> implemented compiler should either scream and shout and
    > wave every flag available, or silently step aside and commit
    > sepuku when compiling this line. If it produces executable code
    > from this line, it's crap.

    Actually, I'm using the Sun Java compiler (1.3 i believe) and it
    compiles without error or warning, and executes correctly. The
    reason it works is that 'setX' is a public method.

    I could have also just done:

    iB.iA.setX( 333 );

    In either case, the end result is the same. 'iA' calls 'setX'.

    In your example using 'final', this means that instance of the class is final. How that exactly works, I am not entirely sure. Perhaps you cannot do:

    final c myC = new C( ); //give C an instance
    myC = new C( ); //give it a new one

    I believe that's what you're looking at there.

    If you want an unchangable class, you declare the class as final:

    final class C {
    }

    This means that you can't exctend that class. Thus:

    class D extends C { //this is invalid
    }

    Anyway, going from the book I have, "Core Java 2", which is used for certification, they state that 'final' is basicly the same as 'const'. I'm at work now, and the book is at home so without going to http://java.sun.com and hunting around for it, that's the best I can do for now.

    The best analogy I can guess at here (I don't know enough Java to say with100% certainty.) is that basicly, everything in Java is a pointer. This is why you have to use: 'x = new X( );' all the time.

    If you try and give C a new value, once it's already been given one:

    c C = new c( );
    C = new c( ); //second value

    It will fail. I tried:
    Code:
    C:\WINDOWS\Desktop>javac MyApp2.java
    MyApp2.java:18: Can't assign a value to a final variable: C
              C = new c( );
              ^
    1 error
    So basicly, it's like making the pointer constant, in that, you can give it a value once, and from then on, it cannot be changed.

    And I believe that's how "Core Jave:Volume 1" describes it. "final" means (for instances, I suspect) that you can give it a value once, and from then on, you cannot change it. Thus, if you want your methods to be "constant", then you have to declare the method as final. If you want a data member constant, you have to declare it final.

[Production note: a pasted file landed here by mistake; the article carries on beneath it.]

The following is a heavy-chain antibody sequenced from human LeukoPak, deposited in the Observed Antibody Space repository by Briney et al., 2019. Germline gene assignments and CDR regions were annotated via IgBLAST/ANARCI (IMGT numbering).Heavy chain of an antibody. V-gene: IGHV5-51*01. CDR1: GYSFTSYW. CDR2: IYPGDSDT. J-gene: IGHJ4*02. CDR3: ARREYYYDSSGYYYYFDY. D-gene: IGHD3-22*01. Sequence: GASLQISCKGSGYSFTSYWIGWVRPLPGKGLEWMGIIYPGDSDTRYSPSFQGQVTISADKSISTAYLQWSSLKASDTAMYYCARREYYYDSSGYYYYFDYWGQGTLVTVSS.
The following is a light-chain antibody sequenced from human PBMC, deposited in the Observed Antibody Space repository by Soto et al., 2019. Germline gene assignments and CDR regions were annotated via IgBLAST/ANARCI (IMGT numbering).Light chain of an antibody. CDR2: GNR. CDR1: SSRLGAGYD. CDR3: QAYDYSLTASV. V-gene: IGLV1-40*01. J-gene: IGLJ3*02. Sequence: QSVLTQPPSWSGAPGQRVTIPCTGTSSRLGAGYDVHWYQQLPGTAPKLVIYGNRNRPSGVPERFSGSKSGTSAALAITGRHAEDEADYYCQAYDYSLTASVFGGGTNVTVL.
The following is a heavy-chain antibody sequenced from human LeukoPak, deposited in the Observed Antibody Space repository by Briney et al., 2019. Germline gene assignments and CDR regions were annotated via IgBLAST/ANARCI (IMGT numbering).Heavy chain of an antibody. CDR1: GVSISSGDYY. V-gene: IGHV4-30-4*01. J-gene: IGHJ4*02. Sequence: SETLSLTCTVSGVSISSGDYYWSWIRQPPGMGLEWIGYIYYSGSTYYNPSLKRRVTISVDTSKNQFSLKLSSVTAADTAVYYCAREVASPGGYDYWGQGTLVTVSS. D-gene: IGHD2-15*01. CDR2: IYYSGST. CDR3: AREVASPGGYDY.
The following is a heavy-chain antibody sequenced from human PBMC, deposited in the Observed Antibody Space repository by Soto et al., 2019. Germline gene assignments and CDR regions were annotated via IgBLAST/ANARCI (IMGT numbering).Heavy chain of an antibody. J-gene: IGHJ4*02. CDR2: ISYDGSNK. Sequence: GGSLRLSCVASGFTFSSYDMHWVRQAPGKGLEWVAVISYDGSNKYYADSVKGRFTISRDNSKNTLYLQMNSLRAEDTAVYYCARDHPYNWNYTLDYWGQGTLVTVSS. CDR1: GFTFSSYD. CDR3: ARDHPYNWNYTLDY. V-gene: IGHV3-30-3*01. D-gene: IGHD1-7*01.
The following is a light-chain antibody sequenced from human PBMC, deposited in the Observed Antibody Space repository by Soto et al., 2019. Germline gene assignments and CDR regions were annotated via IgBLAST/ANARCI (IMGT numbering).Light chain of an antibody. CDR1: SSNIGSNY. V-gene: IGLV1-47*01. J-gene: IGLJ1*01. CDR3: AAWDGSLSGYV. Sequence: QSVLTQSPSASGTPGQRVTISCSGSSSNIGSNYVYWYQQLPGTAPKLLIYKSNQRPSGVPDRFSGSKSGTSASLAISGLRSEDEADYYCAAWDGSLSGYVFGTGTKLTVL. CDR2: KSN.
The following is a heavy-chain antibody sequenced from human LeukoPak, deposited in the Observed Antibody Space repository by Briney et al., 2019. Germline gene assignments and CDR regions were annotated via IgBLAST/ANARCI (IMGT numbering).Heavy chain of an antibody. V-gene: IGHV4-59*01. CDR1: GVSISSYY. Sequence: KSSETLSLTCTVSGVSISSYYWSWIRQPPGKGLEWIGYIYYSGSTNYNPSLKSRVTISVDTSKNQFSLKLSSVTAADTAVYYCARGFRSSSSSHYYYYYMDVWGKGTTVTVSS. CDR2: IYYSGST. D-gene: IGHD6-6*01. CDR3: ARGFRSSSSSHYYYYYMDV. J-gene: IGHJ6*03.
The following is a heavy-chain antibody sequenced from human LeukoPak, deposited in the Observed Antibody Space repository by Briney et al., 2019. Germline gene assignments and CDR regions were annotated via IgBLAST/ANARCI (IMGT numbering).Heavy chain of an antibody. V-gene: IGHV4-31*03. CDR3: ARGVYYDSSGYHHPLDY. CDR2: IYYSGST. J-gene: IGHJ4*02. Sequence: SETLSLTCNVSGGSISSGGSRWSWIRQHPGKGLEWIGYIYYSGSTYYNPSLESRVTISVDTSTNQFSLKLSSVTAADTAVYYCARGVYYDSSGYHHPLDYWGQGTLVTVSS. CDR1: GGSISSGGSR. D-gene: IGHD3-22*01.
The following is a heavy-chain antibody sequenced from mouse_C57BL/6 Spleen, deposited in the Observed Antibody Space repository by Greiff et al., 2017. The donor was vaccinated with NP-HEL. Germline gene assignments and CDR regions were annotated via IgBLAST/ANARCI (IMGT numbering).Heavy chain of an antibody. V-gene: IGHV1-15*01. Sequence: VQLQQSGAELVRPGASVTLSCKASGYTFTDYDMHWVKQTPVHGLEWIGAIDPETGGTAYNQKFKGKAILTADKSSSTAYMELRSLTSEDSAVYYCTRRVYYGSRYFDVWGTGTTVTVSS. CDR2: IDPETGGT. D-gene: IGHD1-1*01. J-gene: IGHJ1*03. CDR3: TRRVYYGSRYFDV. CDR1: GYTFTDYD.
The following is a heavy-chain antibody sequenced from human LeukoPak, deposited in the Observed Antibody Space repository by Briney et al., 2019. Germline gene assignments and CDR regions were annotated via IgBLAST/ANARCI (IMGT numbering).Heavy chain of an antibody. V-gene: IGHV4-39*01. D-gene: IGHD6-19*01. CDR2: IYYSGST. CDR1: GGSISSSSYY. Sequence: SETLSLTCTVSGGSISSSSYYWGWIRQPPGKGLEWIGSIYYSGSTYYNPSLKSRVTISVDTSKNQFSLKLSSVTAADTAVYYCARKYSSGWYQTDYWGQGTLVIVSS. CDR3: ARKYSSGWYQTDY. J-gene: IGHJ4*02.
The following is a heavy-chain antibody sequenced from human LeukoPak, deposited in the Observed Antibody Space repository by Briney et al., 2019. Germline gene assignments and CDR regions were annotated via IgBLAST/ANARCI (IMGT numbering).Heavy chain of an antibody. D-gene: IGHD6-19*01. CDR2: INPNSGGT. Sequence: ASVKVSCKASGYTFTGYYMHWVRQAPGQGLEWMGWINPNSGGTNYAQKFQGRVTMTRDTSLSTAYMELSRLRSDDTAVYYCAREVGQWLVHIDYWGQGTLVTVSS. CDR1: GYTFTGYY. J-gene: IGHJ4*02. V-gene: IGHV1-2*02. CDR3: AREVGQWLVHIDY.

A final method cannot be overridden either, at least I believe so.
    I wish we had a Java board...

    Quzah.

  11. #26
    zen
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    If your iB.getA( ) had returned a constant A object then you wouldn't have been able to call setX( 333 ) on it, so iB.getA( ).setX( 333 ); should be illegal. You are modifying an object that has been returned from a Get() method and this method doesn't protect it. If you wanted exclusive control of an 'A' object from within' B', and wanted to provide external read-only access to it, how would 'B' know when this 'A' is being modified?
    zen

  12. #27
    ATH0 quzah's Avatar
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    > If your iB.getA( ) had returned a constant A object then you
    > wouldn't have been able to call setX( 333 ) on it, so iB.getA
    > ( ).setX( 333 ); should be illegal.

    Hm... Yup. It would seem so. However, it compiles and runs. I
    really don't have the answer to why. Let's try...
    Code:
    class A { //class A
    	private int x; //some data here
    	public int getX( ) { return x; }
    	public void setX( int y ) { x = y; }
    }
    
    class B {
    	private A iA; //private instance clA
    	public B( ) { iA = new A( ); }
    	public final A getA( ) { return iA; }
    }
    
    class MyApp {
    	public static void main( String[] args ) {
    		B iB = new B( );
    		iB.getA( ).setX( 333 );
    		System.out.println( "A.x is " + iB.getA( ).getX( ) );
    		iB.getA( ).setX( 444 );
    		System.out.println( "A.x is " + iB.getA( ).getX( ) );
    		iB.iA.setX( 555 );
    		System.out.println( "A.x is " + iB.getA( ).getX( ) );
    	}
    }
    
    MyApp.java:22: Variable iA in class B not accessible from class MyApp.
                    iB.iA.setX( 555 );
                      ^
    Ok, so what exactly is this saying? We cannot access 'iA' because we're in another class while doing it? Got me. I thought this'd work. Hell, it should work, IMO. Examine:

    iB = public
    iA = private member of iB

    Since it's private, 'iB' should be able to access it, but other classes cannot. But, when we do:

    iB.getA( ).setX( ... );

    This works because we're returning an iA object, and having it call it's own functions. Eeh.. I need a Java board.

    > You are modifying an object that has been returned from a Get()
    > method and this method doesn't protect it. If you wanted
    > exclusive control of an 'A' object from within' B', and wanted to
    > provide external read-only access to it, how would 'B' know
    > when this 'A' is being modified?

    I'm not sure. My lunch is over, so I'll mull this around abit, and see what I can come up with...

    Quzah.

  13. #28
    ATH0 quzah's Avatar
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    http://java.sun.com/docs/books/tutor...sscontrol.html